for all the different clusters in the cloud. It has to be set for the
lowest common denominator. The per-cluster setting provides a finer
granularity for better utilization of resources, no matter where the
CloudStack placement algorithm decides to place a VM.
The overprovisioning settings can be used along with dedicated resources
(assigning a specific cluster to an account) to effectively offer
different levels of service to different accounts. For example, an
account paying for a more expensive level of service could be assigned
to a dedicated cluster with an over-provisioning ratio of 1, and a
lower-paying account to a cluster with a ratio of 2.
When a new host is added to a cluster, CloudStack will assume the host
has the capability to perform the CPU and RAM over-provisioning which is
configured for that cluster. It is up to the administrator to be sure
the host is actually suitable for the level of over-provisioning which
has been set.
Limitations on Over-Provisioning in XenServer and KVM
- In XenServer, due to a constraint of this hypervisor, you can not use
an over-provisioning factor greater than 4.
- The KVM hypervisor can not manage memory allocation to VMs
dynamically. CloudStack sets the minimum and maximum amount of memory
that a VM can use. The hypervisor adjusts the memory within the set
limits based on the memory contention.
Requirements for Over-Provisioning
Several prerequisites are required in order for over-provisioning to
function properly. The feature is dependent on the OS type, hypervisor
capabilities, and certain scripts. It is the administrator’s
responsibility to ensure that these requirements are met.
All VMs should have a balloon driver installed in them. The hypervisor
communicates with the balloon driver to free up and make the memory
available to a VM.
The balloon driver can be found as a part of xen pv or PVHVM drivers.
The xen pvhvm drivers are included in upstream linux kernels 2.6.36+.
The balloon driver can be found as a part of the VMware tools. All the
VMs that are deployed in a over-provisioned cluster should have the
VMware tools installed.
All VMs are required to support the virtio drivers. These drivers are
installed in all Linux kernel versions 2.6.25 and greater. The
administrator must set CONFIG_VIRTIO_BALLOON=y in the virtio
The hypervisor must be capable of using the memory ballooning.
The DMC (Dynamic Memory Control) capability of the hypervisor should be
enabled. Only XenServer Advanced and above versions have this feature.
Memory ballooning is supported by default.
Setting Over-Provisioning Ratios
There are two ways the root admin can set CPU and RAM over-provisioning
ratios. First, the global configuration settings
cpu.overprovisioning.factor and mem.overprovisioning.factor will be
applied when a new cluster is created. Later, the ratios can be modified
for an existing cluster.
Only VMs deployed after the change are affected by the new setting. If
you want VMs deployed before the change to adopt the new
over-provisioning ratio, you must stop and restart the VMs. When this is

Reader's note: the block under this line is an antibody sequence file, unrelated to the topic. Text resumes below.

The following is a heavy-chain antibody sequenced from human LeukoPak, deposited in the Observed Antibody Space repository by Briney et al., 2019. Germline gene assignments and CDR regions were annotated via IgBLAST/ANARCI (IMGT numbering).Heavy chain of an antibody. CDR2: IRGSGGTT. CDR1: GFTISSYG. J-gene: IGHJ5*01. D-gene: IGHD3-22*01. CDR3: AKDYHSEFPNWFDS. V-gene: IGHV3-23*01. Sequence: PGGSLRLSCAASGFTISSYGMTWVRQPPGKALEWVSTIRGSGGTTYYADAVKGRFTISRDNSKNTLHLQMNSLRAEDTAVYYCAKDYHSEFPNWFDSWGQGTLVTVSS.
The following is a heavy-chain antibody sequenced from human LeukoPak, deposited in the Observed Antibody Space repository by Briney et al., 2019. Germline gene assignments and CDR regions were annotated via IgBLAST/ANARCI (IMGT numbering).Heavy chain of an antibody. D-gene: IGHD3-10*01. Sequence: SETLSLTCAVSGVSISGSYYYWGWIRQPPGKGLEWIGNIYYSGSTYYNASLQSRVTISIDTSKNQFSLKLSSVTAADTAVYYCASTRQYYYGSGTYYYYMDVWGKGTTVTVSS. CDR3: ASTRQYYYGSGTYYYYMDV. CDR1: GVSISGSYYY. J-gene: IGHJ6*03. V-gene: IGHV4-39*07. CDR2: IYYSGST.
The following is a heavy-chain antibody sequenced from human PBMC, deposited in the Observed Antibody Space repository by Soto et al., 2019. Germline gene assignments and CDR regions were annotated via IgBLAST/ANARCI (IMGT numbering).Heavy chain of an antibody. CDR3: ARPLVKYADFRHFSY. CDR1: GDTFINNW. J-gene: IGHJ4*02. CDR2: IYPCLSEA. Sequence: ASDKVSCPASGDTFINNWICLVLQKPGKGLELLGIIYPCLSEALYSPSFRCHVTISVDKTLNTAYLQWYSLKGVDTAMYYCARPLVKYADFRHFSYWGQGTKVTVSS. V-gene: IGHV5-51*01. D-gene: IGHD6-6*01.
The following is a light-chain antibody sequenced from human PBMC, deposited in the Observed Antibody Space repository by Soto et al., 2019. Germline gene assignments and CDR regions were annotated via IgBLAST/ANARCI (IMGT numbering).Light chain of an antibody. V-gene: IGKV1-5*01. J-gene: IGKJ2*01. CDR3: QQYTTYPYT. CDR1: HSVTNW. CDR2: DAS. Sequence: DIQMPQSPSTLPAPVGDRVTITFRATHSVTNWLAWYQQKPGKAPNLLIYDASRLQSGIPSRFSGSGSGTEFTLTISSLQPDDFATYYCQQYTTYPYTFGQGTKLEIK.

done, CloudStack recalculates or scales the used and reserved capacities
based on the new over-provisioning ratios, to ensure that CloudStack is
correctly tracking the amount of free capacity.
It is safer not to deploy additional new VMs while the capacity
recalculation is underway, in case the new values for available
capacity are not high enough to accommodate the new VMs. Just wait
for the new used/available values to become available, to be sure
there is room for all the new VMs you want.
To change the over-provisioning ratios for an existing cluster:
Log in as administrator to the CloudStack UI.
In the left navigation bar, click Infrastructure.
Under Clusters, click View All.
Select the cluster you want to work with, and click the Edit button.
Fill in your desired over-provisioning multipliers in the fields CPU
overcommit ratio and RAM overcommit ratio. The value which is
intially shown in these fields is the default value inherited from
the global configuration settings.
In XenServer, due to a constraint of this hypervisor, you can not
use an over-provisioning factor greater than 4.
Service Offering Limits and Over-Provisioning
Service offering limits (e.g. 1 GHz, 1 core) are strictly enforced for
core count. For example, a guest with a service offering of one core
will have only one core available to it regardless of other activity on
Service offering limits for gigahertz are enforced only in the presence
of contention for CPU resources. For example, suppose that a guest was
created with a service offering of 1 GHz on a Host that has 2 GHz cores,
and that guest is the only guest running on the Host. The guest will
have the full 2 GHz available to it. When multiple guests are attempting
to use the CPU a weighting factor is used to schedule CPU resources. The
weight is based on the clock speed in the service offering. Guests
receive a CPU allocation that is proportionate to the GHz in the service
offering. For example, a guest created from a 2 GHz service offering
will receive twice the CPU allocation as a guest created from a 1 GHz
service offering. CloudStack does not perform memory over-provisioning.
CloudStack automatically creates and destroys interfaces bridged to
VLANs on the hosts. In general the administrator does not need to manage
CloudStack manages VLANs differently based on hypervisor type. For
XenServer or KVM, the VLANs are created on only the hosts where they
will be used and then they are destroyed when all guests that require
them have been terminated or moved to another host.
For vSphere the VLANs are provisioned on all hosts in the cluster even
if there is no guest running on a particular Host that requires the
VLAN. This allows the administrator to perform live migration and other
functions in vCenter without having to create the VLAN on the
destination Host. Additionally, the VLANs are not removed from the Hosts
when they are no longer needed.
You can use the same VLANs on different physical networks provided that